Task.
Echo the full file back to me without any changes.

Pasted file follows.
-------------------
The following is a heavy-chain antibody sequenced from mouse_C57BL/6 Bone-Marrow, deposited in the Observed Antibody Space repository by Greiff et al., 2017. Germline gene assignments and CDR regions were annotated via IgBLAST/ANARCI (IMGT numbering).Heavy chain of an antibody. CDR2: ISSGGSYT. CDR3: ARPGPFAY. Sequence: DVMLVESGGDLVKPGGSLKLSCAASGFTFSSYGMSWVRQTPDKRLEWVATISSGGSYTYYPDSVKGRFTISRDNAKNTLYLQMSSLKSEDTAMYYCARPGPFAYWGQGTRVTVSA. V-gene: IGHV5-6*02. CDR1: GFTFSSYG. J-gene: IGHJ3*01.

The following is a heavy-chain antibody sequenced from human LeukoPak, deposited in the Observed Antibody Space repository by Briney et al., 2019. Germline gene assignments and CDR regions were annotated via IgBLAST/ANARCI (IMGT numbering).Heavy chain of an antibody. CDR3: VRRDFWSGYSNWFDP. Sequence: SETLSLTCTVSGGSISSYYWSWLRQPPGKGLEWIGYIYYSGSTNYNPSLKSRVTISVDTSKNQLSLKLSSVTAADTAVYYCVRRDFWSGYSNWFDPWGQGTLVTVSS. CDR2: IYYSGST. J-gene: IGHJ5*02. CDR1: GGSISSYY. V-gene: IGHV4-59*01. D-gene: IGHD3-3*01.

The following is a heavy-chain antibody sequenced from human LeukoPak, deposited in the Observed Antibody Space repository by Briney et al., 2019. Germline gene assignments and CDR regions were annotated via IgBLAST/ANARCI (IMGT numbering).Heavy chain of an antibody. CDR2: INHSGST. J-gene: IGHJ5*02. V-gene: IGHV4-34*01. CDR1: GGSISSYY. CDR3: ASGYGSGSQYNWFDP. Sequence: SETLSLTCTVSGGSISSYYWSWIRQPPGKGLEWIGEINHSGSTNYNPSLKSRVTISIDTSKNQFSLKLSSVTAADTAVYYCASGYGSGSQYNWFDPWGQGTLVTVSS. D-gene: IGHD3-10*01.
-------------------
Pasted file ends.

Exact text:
The following is a heavy-chain antibody sequenced from mouse_C57BL/6 Bone-Marrow, deposited in the Observed Antibody Space repository by Greiff et al., 2017. Germline gene assignments and CDR regions were annotated via IgBLAST/ANARCI (IMGT numbering).Heavy chain of an antibody. CDR2: ISSGGSYT. CDR3: ARPGPFAY. Sequence: DVMLVESGGDLVKPGGSLKLSCAASGFTFSSYGMSWVRQTPDKRLEWVATISSGGSYTYYPDSVKGRFTISRDNAKNTLYLQMSSLKSEDTAMYYCARPGPFAYWGQGTRVTVSA. V-gene: IGHV5-6*02. CDR1: GFTFSSYG. J-gene: IGHJ3*01.

The following is a heavy-chain antibody sequenced from human LeukoPak, deposited in the Observed Antibody Space repository by Briney et al., 2019. Germline gene assignments and CDR regions were annotated via IgBLAST/ANARCI (IMGT numbering).Heavy chain of an antibody. CDR3: VRRDFWSGYSNWFDP. Sequence: SETLSLTCTVSGGSISSYYWSWLRQPPGKGLEWIGYIYYSGSTNYNPSLKSRVTISVDTSKNQLSLKLSSVTAADTAVYYCVRRDFWSGYSNWFDPWGQGTLVTVSS. CDR2: IYYSGST. J-gene: IGHJ5*02. CDR1: GGSISSYY. V-gene: IGHV4-59*01. D-gene: IGHD3-3*01.

The following is a heavy-chain antibody sequenced from human LeukoPak, deposited in the Observed Antibody Space repository by Briney et al., 2019. Germline gene assignments and CDR regions were annotated via IgBLAST/ANARCI (IMGT numbering).Heavy chain of an antibody. CDR2: INHSGST. J-gene: IGHJ5*02. V-gene: IGHV4-34*01. CDR1: GGSISSYY. CDR3: ASGYGSGSQYNWFDP. Sequence: SETLSLTCTVSGGSISSYYWSWIRQPPGKGLEWIGEINHSGSTNYNPSLKSRVTISIDTSKNQFSLKLSSVTAADTAVYYCASGYGSGSQYNWFDPWGQGTLVTVSS. D-gene: IGHD3-10*01.